If you have backyard fruit trees you must begin the annual spraying routine. It is required for apples and cherries.

FACE REPLICATION

Bonnie Orr, WSU Master Gardener

With annual spraying, your other fruit trees will be healthier and your fruit will be more pleasing. Apples, cherries and pears are major agricultural crops in this area. An untreated back yard tree can damage the fruit in a commercial orchard.

People often say, “There are no orchards near me, so I don’t have to worry.” But insects can fly or be blown by the wind for miles.

You can treat your trees with conventional or organic materials. There are three types of spray schedules: Dormant, delayed dormant and growing season. The WSU Master Gardeners have spray schedules with suggested spray materials. You can request the information by emailing chelan mastergardeners@gmail.com. Provide a phone number in the e-mail so we can contact you and answer your questions. You can stop by at 400 Washington St. or call 667-6540 on Mondays and Wednesdays from 1 to 4 p.m.

Dormant and delayed dormant sprays will control insect pests and diseases such as overwintering scales, aphids and mites. These sprays are oil based and smother overwintering fungal spores, bacterial blights, insects, larvae and eggs. These insects cause leaf damage such as leaf curl and leave unsightly and misshapen fruit.

Dormant sprays are applied to a bare tree before the buds show any activity. This is usually in late winter when the day-time temps are in the 40s and the nights are above freezing. The right day to spray will vary depending on what part of North Central Washington you live.

Delayed dormant sprays are applied in late winter just as the buds begin to show the first green tissue when the daytime temperature is between 45 and 55 and no freezing at night.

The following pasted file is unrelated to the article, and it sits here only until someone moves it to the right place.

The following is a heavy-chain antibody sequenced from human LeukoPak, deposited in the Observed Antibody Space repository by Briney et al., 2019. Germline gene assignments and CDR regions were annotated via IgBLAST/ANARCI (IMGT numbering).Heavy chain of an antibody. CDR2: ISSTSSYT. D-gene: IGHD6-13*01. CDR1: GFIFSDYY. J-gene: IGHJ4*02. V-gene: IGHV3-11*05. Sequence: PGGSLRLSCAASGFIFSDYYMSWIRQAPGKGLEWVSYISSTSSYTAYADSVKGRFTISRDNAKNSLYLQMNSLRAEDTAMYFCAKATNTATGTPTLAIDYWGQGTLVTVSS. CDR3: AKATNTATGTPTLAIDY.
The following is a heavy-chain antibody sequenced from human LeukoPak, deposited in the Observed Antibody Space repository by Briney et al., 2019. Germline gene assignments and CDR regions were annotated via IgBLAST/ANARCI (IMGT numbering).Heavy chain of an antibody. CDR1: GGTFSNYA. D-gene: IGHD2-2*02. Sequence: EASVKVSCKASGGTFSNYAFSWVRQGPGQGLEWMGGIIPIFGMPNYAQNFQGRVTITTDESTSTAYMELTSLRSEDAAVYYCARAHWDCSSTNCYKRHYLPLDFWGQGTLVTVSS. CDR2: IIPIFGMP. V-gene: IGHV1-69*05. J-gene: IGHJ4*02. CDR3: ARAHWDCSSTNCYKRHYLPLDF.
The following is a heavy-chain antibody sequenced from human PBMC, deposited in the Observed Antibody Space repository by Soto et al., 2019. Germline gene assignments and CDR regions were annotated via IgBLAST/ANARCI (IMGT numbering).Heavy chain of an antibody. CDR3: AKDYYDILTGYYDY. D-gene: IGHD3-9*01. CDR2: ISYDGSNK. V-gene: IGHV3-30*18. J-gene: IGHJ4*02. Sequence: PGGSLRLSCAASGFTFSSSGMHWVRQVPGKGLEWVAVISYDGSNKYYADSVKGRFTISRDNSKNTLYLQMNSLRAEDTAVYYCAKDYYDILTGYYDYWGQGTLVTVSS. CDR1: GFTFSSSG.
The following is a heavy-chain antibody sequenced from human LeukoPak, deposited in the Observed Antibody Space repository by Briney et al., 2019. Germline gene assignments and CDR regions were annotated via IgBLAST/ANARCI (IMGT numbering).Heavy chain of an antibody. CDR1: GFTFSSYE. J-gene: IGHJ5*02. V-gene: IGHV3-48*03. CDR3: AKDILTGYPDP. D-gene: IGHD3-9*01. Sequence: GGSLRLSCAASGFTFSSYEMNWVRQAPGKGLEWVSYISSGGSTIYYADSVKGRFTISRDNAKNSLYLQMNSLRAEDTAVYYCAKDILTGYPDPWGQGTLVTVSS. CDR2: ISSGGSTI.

Pre-bloom sprays are applied when the flower buds show color but before the flower opens. These sprays control hatching insect pests such as aphids, stink bugs, scale, peach twig borer, pear psylla, various feeding caterpillars and coryneum blight, brown rot and powdering mildew. Whew! That is quite a list isn’t it? So you can see why this spray application is necessary.

If you were not aware of all the problems associated with growing backyard fruit, you may want to decide not to have backyard fruit trees. Yes, the shade is nice. No, the insects and diseases are not. Lovely fruit is delicious.

Remember that no sprays are applied when your fruit tree is in bloom. You do not want to kill the pollinizers such as honeybees.

After the flower petals have fallen off and the young fruit is barely visible, it is time again to spray for powdery mildew and aphids, scale, mites and feeding caterpillars.

Within 17-21 days after full bloom, apples and pears need to be sprayed on a regular schedule to control for codling moth and pear psylla until the fruit is harvested. Cherry sprays to control cherry fruit fly and spotted winged drosophila start when the fruit turns from light green to yellow green and continues until all the fruit is ripe and removed from the tree.

Often, fruit trees have grown so large that they cannot be sprayed with a hose-end sprayer. In that case, commercial spraying is the option. The other option is to treat the tree with a chainsaw at the base.

A WSU Master Gardeners of Chelan County column appears weekly in The Wenatchee World. Bonnie Orr is one of four columnists featured.